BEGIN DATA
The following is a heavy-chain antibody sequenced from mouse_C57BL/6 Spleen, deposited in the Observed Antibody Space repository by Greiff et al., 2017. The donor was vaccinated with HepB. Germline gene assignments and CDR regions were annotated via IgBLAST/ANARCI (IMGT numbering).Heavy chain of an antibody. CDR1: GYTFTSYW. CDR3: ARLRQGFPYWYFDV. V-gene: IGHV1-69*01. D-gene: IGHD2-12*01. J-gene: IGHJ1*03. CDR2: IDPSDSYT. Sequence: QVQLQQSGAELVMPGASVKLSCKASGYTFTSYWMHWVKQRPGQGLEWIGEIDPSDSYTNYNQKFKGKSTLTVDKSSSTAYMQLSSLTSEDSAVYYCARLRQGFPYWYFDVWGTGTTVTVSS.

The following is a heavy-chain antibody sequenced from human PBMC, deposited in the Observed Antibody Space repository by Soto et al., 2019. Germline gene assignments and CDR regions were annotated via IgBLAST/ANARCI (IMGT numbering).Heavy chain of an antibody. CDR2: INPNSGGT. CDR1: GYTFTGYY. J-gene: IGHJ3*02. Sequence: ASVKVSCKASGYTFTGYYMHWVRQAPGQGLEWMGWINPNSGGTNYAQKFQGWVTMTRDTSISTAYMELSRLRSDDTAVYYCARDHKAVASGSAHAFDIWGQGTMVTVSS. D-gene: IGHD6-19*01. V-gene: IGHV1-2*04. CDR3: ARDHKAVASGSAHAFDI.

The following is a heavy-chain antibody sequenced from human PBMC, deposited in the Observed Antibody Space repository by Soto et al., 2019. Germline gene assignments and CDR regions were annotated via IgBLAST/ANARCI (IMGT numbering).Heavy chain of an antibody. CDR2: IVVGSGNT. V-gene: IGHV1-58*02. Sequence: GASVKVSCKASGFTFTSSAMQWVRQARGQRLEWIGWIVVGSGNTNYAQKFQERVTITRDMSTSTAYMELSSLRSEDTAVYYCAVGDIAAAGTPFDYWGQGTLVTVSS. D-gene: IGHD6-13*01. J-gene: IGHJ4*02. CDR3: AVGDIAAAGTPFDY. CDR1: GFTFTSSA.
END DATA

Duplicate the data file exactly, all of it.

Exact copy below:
The following is a heavy-chain antibody sequenced from mouse_C57BL/6 Spleen, deposited in the Observed Antibody Space repository by Greiff et al., 2017. The donor was vaccinated with HepB. Germline gene assignments and CDR regions were annotated via IgBLAST/ANARCI (IMGT numbering).Heavy chain of an antibody. CDR1: GYTFTSYW. CDR3: ARLRQGFPYWYFDV. V-gene: IGHV1-69*01. D-gene: IGHD2-12*01. J-gene: IGHJ1*03. CDR2: IDPSDSYT. Sequence: QVQLQQSGAELVMPGASVKLSCKASGYTFTSYWMHWVKQRPGQGLEWIGEIDPSDSYTNYNQKFKGKSTLTVDKSSSTAYMQLSSLTSEDSAVYYCARLRQGFPYWYFDVWGTGTTVTVSS.

The following is a heavy-chain antibody sequenced from human PBMC, deposited in the Observed Antibody Space repository by Soto et al., 2019. Germline gene assignments and CDR regions were annotated via IgBLAST/ANARCI (IMGT numbering).Heavy chain of an antibody. CDR2: INPNSGGT. CDR1: GYTFTGYY. J-gene: IGHJ3*02. Sequence: ASVKVSCKASGYTFTGYYMHWVRQAPGQGLEWMGWINPNSGGTNYAQKFQGWVTMTRDTSISTAYMELSRLRSDDTAVYYCARDHKAVASGSAHAFDIWGQGTMVTVSS. D-gene: IGHD6-19*01. V-gene: IGHV1-2*04. CDR3: ARDHKAVASGSAHAFDI.

The following is a heavy-chain antibody sequenced from human PBMC, deposited in the Observed Antibody Space repository by Soto et al., 2019. Germline gene assignments and CDR regions were annotated via IgBLAST/ANARCI (IMGT numbering).Heavy chain of an antibody. CDR2: IVVGSGNT. V-gene: IGHV1-58*02. Sequence: GASVKVSCKASGFTFTSSAMQWVRQARGQRLEWIGWIVVGSGNTNYAQKFQERVTITRDMSTSTAYMELSSLRSEDTAVYYCAVGDIAAAGTPFDYWGQGTLVTVSS. D-gene: IGHD6-13*01. J-gene: IGHJ4*02. CDR3: AVGDIAAAGTPFDY. CDR1: GFTFTSSA.